Motherboard
    Asus M2N-MX SE Plus/Asus A8M2N-LA (NodusM)
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    2 GB/3GB
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    GeForce 8400 GS/GeForce 210
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    Hitachi 40" LCD HDTV
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    "1842 x 1036"
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Sammystech

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Also Heres My Specs Of My Vista Laptop If Having Vista Ain`t Bad Enough I had a Toshibia Satellite.
 

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msdos622wasfun

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Hey, when I ran MS-DOS 6.22 and loaded my ANSI.SYS driver on my 20 MB Seagate hard drive, it took 10 minutes!! ;)
 

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XweAponX

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On an IBM PX-XT with the "full 640k of Ram?" You bet! I wish I still had that museum piece, it ran great for 16 years, I used it for AutoCAD. I even had a Math Co-Processor!

I knew the 8088 up and down, I was a god with "debug"
 

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    AMD 4400+/4200+
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    Asus M2N-MX SE Plus/Asus A8M2N-LA (NodusM)
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    2 GB/3GB
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    Hitachi 40" LCD HDTV
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    WDC WD50 00AAKS-007AA SCSI Disk Device
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    WDC WD32 WD-WCAPZ2942630 USB Device
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    Water Cooled
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    Recently lost my Windows 8 on my main PC, had to go back to Windows 7.

Ex_Brit

Older - But No Wiser
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Well I happen to love Vista and mine is no memory hog either.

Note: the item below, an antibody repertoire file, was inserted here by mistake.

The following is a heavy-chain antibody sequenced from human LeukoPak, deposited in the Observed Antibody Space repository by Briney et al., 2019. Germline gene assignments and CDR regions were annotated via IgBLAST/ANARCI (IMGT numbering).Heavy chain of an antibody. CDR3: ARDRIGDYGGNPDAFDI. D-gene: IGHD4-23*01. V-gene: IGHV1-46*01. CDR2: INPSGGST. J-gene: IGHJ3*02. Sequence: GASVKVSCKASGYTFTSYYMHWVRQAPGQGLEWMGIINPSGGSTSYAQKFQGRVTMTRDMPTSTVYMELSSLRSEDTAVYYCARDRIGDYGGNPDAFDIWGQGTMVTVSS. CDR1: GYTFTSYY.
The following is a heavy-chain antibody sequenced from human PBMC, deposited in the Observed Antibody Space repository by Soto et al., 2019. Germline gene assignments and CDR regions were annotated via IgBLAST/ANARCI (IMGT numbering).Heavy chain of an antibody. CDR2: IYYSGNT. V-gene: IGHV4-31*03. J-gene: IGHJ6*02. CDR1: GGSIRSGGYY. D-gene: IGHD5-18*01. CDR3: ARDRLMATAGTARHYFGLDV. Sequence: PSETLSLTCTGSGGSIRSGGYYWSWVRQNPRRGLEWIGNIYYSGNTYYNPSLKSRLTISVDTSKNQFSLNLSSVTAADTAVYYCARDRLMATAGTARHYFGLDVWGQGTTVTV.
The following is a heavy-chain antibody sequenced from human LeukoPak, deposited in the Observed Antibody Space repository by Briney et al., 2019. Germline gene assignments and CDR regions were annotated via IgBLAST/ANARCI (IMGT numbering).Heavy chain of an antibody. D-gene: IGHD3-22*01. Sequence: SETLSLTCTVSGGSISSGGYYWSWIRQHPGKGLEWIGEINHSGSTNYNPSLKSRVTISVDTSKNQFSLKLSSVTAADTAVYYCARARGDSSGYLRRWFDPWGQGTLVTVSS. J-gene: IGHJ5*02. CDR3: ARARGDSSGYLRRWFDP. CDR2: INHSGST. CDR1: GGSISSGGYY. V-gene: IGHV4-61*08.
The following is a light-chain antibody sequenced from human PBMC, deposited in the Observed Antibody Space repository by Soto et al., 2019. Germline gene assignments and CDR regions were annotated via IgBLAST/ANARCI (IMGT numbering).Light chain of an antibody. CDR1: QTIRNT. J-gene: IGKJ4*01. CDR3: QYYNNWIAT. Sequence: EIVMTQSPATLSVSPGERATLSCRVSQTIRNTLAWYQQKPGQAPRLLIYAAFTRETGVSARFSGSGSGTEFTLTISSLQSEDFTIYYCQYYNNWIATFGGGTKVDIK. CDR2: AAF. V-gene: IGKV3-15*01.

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jimbo45

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Hi there
Photoshop CS6 extended 64 bit on Win 8 i5 Sony laptop with a W7 X-64 4 GB Virtual machine also concurrently running (Laptop has 8GB RAM) takes less than 7 secs to start (on the HOST machine) -- mind you I am using an SSD.

However VISTA probably would also have run decently on a laptop with proper hardware in it and especially with an SSD.

My REAL gripe with VISTA was two fold -- the totally BONKERS UAC "feature" and the fact that the OS was released long before adequate hardware was ready for it.

Under the hood - VISTA is quite similar to W7 -- amazing isn't it --W7 gets glowing reports from almost 100% of the users -- whereas poor old VISTA is totally maligned --remember no VISTA then there wouldn't have been W7 -- and can you imagine if you'd had to go straight from XP to W8 without W7 being available.

Cheers
jimbo
 

My Computer

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  • OS
    Linux Centos 7, W8.1, W7, W2K3 Server W10
    Computer type
    PC/Desktop
    Monitor(s) Displays
    1 X LG 40 inch TV
    Hard Drives
    SSD's * 3 (Samsung 840 series) 250 GB
    2 X 3 TB sata
    5 X 1 TB sata
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XweAponX

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I know that there are some who actually like it - And to tell the truth, there were quite a few things I DID like.

1) Dreamscene 2) Gadgets 3) The Aero Transparency.

What sucked and still sucks? UAC. It should never have been put in.

Vista was designed, as I said, for a specific Intel 32-but Core Duo Processor - And it worked WELL within that environment - Provided you had at least 2 GB of Ram, 4 GB was better, and it was also what they suggested.

But what did the OEMS do? They did not stick to that format, they started installing it to Celerons and Athlons and Durons and later Semprons, and even eventually Atoms. To make the system CHEAPER, they would only install 512 MB!!

512 MB on a CELERON! The last system I worked on, which had a Celery and 512 - I finally put more RAM in there and installed Windows 7! What is the excuse for this E-Machines eTower - When it had VISTA - IT WAS NOT ACCEPTABLE.

It took 5 minutes to boot - going from one program to the other, which is instantaneous in Windows 7 and 8 - feels like you are swimming in MOLASSES. The little CPU/MEMORY gadget - Showed CPU and Memory PEGGED - ALL the time. The moment it booted to Windows 7, the CPU/RAM gadget went back down to normal.